Press Release Oct 11, 2016

Results of LGBT Theme Study Points to More Inclusive Future for America’s National Parks

New National Park Service theme study identifies many nationally significant LGBT stories and sites.

BACKGROUND: The lesbian, gay, bisexual, and transgender (LGBT) theme study is part of a broader initiative under the Obama Administration to ensure that the National Park Service reflects and tells a more complete story of the people and events responsible for building this nation. And specifically, the places and events associated with the story of LGBT Americans. The study began in May 2014, with Secretary Jewell working in partnership with numerous scholars across the country to examine and identify places in America that deserve inclusion on the National Register of Historic Places or are worthy of national monument or historic landmark status. The study was financed by philanthropist Tim Gill and the Gill Foundation. Mr. Gill was recognized by National Parks Conservation Association as a national park champion in 2015 for his work with the Park Service to include the history of LGBT Americans within the National Park System. More about the theme study findings can be found here:

Statement by Theresa Pierno, President and CEO for National Parks Conservation Association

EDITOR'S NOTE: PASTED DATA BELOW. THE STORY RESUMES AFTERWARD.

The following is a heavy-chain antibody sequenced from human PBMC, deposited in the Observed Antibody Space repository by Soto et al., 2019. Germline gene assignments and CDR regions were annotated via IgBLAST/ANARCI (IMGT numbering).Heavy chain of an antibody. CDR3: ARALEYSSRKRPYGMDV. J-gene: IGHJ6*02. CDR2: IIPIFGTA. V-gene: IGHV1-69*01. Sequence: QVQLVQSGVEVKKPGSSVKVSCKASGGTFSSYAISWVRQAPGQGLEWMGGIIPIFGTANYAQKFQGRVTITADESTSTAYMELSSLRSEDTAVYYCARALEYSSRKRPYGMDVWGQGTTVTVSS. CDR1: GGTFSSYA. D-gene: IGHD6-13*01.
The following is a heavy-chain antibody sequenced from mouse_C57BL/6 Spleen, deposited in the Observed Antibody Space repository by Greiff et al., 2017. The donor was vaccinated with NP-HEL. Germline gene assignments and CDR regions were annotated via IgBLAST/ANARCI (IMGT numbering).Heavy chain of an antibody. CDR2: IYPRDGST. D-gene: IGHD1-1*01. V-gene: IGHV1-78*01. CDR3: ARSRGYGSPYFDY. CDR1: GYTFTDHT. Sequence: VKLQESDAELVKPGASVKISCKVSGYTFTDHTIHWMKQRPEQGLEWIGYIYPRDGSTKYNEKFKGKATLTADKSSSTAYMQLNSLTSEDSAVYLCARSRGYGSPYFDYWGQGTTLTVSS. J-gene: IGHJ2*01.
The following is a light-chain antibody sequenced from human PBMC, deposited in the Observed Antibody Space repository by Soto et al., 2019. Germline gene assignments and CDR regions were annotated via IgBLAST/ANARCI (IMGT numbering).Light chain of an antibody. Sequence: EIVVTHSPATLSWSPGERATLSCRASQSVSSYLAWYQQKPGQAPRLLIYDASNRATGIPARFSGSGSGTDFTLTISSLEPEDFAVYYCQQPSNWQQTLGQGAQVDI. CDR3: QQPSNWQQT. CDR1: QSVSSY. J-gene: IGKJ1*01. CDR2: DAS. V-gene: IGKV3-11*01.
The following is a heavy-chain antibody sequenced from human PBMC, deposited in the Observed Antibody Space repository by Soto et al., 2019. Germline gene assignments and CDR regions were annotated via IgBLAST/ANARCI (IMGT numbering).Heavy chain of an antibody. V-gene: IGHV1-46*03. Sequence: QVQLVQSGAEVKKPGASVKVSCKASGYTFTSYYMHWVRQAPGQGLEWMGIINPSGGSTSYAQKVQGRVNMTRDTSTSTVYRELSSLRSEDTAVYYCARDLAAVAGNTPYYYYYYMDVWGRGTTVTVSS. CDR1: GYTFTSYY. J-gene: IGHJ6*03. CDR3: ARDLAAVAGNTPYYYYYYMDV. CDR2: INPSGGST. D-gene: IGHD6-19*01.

“There are places in America so powerful, they helped shape our nation’s history and culture, and must never be forgotten. Stonewall Inn and Christopher Park in New York City’s Greenwich Village is one such place, and rightfully became our nation’s first national park site dedicated to LGBT history earlier this summer.

“The National Park Service’s theme study efforts has identified many nationally significant LGBT stories and sites. And together we can work toward ensuring these places are protected and their history is told.

“For 100 years, our national parks have protected America’s favorite and most important natural, historic and cultural sites, but they face significant challenges that jeopardize their long-term future, including inadequate budgets. Thankfully, generous donations from private parties like Tim Gill and the Gill Foundation have helped, but we can’t always rely on donors to make up for Congress’s failings to adequately fund our parks.

“In this historic centennial year of the National Park Service, we have made great progress in ensuring our national parks better represent our country’s diverse population. Two-thirds of our more than 400 national park sites are dedicated to cultural and historic significance, and with the results of this study, we know there are more opportunities ahead. We look forward to working to add more untold stories like Stonewall’s to the National Park System.”


About National Parks Conservation Association Since 1919, the nonpartisan National Parks Conservation Association has been the leading voice in safeguarding our national parks. NPCA and its more than one million members and supporters work together to protect and preserve our nation’s natural, historic, and cultural heritage for future generations. For more information, visit

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